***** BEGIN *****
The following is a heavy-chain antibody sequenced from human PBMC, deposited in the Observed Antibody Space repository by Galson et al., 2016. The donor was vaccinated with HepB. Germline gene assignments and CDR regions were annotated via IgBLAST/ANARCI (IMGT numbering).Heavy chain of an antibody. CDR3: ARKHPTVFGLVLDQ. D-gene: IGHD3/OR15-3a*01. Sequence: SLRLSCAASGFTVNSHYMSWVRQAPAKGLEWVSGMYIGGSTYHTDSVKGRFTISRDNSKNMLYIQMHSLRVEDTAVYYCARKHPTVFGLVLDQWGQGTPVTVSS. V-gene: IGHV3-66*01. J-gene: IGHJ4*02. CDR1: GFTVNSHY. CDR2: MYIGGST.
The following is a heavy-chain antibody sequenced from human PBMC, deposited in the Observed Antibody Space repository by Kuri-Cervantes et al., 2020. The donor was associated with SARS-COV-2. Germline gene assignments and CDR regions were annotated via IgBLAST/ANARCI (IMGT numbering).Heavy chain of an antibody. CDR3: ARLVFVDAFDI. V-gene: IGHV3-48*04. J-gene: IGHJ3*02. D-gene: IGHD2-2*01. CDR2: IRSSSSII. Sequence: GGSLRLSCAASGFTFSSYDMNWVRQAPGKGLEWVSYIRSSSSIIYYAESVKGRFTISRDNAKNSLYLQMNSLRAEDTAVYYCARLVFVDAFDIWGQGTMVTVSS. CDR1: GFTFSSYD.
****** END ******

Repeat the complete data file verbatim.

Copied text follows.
The following is a heavy-chain antibody sequenced from human PBMC, deposited in the Observed Antibody Space repository by Galson et al., 2016. The donor was vaccinated with HepB. Germline gene assignments and CDR regions were annotated via IgBLAST/ANARCI (IMGT numbering).Heavy chain of an antibody. CDR3: ARKHPTVFGLVLDQ. D-gene: IGHD3/OR15-3a*01. Sequence: SLRLSCAASGFTVNSHYMSWVRQAPAKGLEWVSGMYIGGSTYHTDSVKGRFTISRDNSKNMLYIQMHSLRVEDTAVYYCARKHPTVFGLVLDQWGQGTPVTVSS. V-gene: IGHV3-66*01. J-gene: IGHJ4*02. CDR1: GFTVNSHY. CDR2: MYIGGST.
The following is a heavy-chain antibody sequenced from human PBMC, deposited in the Observed Antibody Space repository by Kuri-Cervantes et al., 2020. The donor was associated with SARS-COV-2. Germline gene assignments and CDR regions were annotated via IgBLAST/ANARCI (IMGT numbering).Heavy chain of an antibody. CDR3: ARLVFVDAFDI. V-gene: IGHV3-48*04. J-gene: IGHJ3*02. D-gene: IGHD2-2*01. CDR2: IRSSSSII. Sequence: GGSLRLSCAASGFTFSSYDMNWVRQAPGKGLEWVSYIRSSSSIIYYAESVKGRFTISRDNAKNSLYLQMNSLRAEDTAVYYCARLVFVDAFDIWGQGTMVTVSS. CDR1: GFTFSSYD.